Google is campaigning against the proposed News Media Bargaining Code, which would force tech companies to share ad revenue with news publishers.
Google has said that a regulation proposed by the Australian Competition and Consumer Commission (ACCC) earlier this year would give an “unfair advantage” to news media businesses.
The News Media Bargaining Code would make it mandatory for tech platforms such as Google and Facebook to provide media companies with a share of the advertising revenue that is generated through news content.
Speaking about the proposed law earlier this year, Australian treasurer Josh Frydenberg said that media companies have been experiencing “significant financial pressure”, which has not been helped by the Covid-19 pandemic and a “sharp downturn” in advertising revenue.
“It’s only fair that those that generate the content get paid for it,” Frydenberg added.
In response, Google Australia managing director Mel Silva has published an open letter that is now targeting Australian Google users as a pop-up advertisement. In this letter, Silva claimed that the proposed law would result in a “dramatically worse” service from Google Search and YouTube, could lead to user data being handed over to media companies, and could put free services “at risk”.
“The law would force us to give an unfair advantage to one group of businesses — news media businesses — over everyone else who has a website, YouTube channel or small business,” she wrote.
“The law is set up to give big media companies special treatment and to encourage them to make enormous and unreasonable demands that would put our free services at risk.”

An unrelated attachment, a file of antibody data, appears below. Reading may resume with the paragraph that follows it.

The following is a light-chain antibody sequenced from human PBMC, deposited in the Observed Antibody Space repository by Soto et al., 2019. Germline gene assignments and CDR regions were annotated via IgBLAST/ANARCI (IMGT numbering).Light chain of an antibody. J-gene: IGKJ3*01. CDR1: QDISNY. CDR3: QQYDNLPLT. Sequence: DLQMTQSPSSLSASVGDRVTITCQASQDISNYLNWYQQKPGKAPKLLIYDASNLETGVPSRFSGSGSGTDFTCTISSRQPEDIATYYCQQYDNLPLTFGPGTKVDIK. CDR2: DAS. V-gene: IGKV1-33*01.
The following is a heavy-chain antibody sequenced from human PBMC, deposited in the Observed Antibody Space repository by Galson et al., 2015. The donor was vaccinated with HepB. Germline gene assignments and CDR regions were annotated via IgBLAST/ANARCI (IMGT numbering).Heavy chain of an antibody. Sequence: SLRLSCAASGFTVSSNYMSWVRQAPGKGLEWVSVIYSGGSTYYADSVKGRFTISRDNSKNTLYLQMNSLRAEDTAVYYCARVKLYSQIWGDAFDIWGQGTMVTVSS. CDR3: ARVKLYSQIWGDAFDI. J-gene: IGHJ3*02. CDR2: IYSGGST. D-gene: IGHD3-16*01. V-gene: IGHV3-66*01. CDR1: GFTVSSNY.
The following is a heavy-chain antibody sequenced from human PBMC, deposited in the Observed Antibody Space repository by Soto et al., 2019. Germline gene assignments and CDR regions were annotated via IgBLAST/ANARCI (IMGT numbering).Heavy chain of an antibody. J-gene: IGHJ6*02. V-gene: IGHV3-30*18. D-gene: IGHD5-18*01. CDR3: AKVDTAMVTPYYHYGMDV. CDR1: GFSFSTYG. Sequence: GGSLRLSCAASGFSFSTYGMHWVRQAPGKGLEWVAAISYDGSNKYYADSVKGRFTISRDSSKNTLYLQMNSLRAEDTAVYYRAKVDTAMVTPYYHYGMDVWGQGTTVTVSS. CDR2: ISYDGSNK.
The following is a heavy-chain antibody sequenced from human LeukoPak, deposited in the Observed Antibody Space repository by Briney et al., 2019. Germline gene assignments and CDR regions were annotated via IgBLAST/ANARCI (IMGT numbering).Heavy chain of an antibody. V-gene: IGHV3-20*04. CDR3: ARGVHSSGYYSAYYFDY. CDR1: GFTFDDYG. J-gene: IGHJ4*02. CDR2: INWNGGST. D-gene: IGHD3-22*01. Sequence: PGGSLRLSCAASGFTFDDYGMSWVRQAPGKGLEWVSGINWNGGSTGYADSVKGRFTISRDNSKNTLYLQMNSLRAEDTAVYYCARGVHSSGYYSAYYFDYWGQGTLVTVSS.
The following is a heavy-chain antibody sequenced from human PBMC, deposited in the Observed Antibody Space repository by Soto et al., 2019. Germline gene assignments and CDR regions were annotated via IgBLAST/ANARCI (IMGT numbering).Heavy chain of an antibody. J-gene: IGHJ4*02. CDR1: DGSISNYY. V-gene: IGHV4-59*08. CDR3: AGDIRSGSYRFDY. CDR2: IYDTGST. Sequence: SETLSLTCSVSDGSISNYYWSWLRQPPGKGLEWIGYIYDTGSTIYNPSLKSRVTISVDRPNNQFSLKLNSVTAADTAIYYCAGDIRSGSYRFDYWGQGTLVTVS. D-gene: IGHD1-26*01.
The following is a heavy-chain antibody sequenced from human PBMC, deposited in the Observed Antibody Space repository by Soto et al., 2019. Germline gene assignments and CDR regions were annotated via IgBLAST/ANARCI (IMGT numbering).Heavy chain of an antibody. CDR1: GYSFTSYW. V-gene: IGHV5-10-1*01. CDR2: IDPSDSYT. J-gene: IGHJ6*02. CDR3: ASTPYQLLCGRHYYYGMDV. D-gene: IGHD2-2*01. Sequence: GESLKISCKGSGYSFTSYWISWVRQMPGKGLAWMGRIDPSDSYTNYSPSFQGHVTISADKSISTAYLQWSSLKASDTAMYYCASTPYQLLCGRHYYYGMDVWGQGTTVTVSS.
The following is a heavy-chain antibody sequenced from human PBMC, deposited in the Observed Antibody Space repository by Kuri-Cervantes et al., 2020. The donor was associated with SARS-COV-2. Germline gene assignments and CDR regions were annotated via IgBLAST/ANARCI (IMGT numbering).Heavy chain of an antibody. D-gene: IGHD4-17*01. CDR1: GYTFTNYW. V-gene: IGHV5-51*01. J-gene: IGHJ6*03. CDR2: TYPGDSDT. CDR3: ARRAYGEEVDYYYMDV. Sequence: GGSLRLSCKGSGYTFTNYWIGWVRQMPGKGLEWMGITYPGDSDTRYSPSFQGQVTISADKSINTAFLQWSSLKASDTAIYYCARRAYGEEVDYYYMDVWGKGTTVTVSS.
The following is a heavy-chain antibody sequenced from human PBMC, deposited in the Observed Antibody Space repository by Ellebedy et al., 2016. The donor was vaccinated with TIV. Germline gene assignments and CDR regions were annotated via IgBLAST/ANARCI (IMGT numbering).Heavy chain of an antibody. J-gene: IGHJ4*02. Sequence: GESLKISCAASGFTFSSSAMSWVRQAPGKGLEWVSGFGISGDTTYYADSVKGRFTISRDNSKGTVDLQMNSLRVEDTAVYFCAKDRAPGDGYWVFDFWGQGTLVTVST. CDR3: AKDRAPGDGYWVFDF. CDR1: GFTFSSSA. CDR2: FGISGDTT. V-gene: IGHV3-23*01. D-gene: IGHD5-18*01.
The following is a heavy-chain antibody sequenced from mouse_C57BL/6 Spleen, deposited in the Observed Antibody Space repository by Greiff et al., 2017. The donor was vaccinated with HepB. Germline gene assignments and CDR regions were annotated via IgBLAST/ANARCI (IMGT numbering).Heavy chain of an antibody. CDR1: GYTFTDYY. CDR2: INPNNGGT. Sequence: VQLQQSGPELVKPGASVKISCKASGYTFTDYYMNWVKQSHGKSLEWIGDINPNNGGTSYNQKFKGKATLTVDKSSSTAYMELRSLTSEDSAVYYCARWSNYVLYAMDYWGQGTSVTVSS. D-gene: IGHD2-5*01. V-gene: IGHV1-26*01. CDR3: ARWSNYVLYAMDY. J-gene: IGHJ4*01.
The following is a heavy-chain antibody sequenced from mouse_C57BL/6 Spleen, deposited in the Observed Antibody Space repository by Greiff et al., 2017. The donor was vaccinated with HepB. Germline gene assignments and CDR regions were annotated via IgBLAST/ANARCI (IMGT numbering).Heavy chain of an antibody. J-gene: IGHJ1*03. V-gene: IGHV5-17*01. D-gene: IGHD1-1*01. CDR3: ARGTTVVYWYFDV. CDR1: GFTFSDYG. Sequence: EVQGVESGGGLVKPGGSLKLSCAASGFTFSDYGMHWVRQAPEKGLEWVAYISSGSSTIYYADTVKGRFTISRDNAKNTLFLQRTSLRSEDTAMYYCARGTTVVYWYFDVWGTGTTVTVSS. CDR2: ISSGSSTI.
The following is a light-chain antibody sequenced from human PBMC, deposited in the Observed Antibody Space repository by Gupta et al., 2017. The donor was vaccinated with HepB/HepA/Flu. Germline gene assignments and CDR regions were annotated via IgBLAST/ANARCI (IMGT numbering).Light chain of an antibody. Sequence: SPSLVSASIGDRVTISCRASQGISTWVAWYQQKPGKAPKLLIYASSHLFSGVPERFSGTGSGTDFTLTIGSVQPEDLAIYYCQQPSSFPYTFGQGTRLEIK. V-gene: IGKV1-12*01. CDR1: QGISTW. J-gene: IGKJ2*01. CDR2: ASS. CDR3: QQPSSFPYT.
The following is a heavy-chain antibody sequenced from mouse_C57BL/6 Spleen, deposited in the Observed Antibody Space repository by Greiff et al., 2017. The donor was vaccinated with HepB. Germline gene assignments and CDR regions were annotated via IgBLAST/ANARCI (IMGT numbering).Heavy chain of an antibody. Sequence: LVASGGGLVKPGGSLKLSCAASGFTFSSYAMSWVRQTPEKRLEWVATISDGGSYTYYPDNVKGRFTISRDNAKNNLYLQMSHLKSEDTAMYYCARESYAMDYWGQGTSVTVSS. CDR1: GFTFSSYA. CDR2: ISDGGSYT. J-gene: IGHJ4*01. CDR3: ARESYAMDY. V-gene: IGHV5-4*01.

In response, the ACCC said today (17 August) that Google’s open letter “contains misinformation” about the proposed law.
“Google will not be required to charge Australians for the use of its free services such as Google Search and YouTube, unless it chooses to do so. Google will not be required to share any additional user data with Australian news businesses unless it chooses to do so.
The ACCC added that the code would allow Australian news businesses to “negotiate for fair payment” for journalists’ work that is included on Google services.
“This will address a significant bargaining power imbalance between Australian news media businesses and Google and Facebook,” the statement continued. “A healthy news media sector is essential to a well-functioning democracy.”
In April of this year, Facebook also expressed disapproval of the proposed law, stating that it was “disappointed” with the ACCC’s decision.
‘Negative impact’ on creators
Google published a separate blogpost today that said the proposed law could have a “significant, negative impact” on the creator ecosystem in Australia, creating “an uneven playing field” when it comes to who makes money on YouTube.
“There are several areas that deeply concern us about this proposed law because it prioritises the traditional news industry over smaller creators of content and the platforms where they find an audience,” wrote Gautam Anand, head of YouTube APAC.
“We are particularly concerned that it provides unfair advantages to large news businesses over anyone else online, including the very creators that make YouTube, YouTube.”
He added that YouTube may be obligated to give large news publishers confidential information about its systems, that they could use to try to appear higher in rankings on the platform, putting other creators at a disadvantage. He also claimed that news businesses could “demand large amounts of money” beyond what they already receive through the platform’s partner programme.
“We are doing everything we can to push for changes and make sure YouTube Australia remains a place where anyone can connect to an audience or build a business, not just a few large media companies,” Anand said.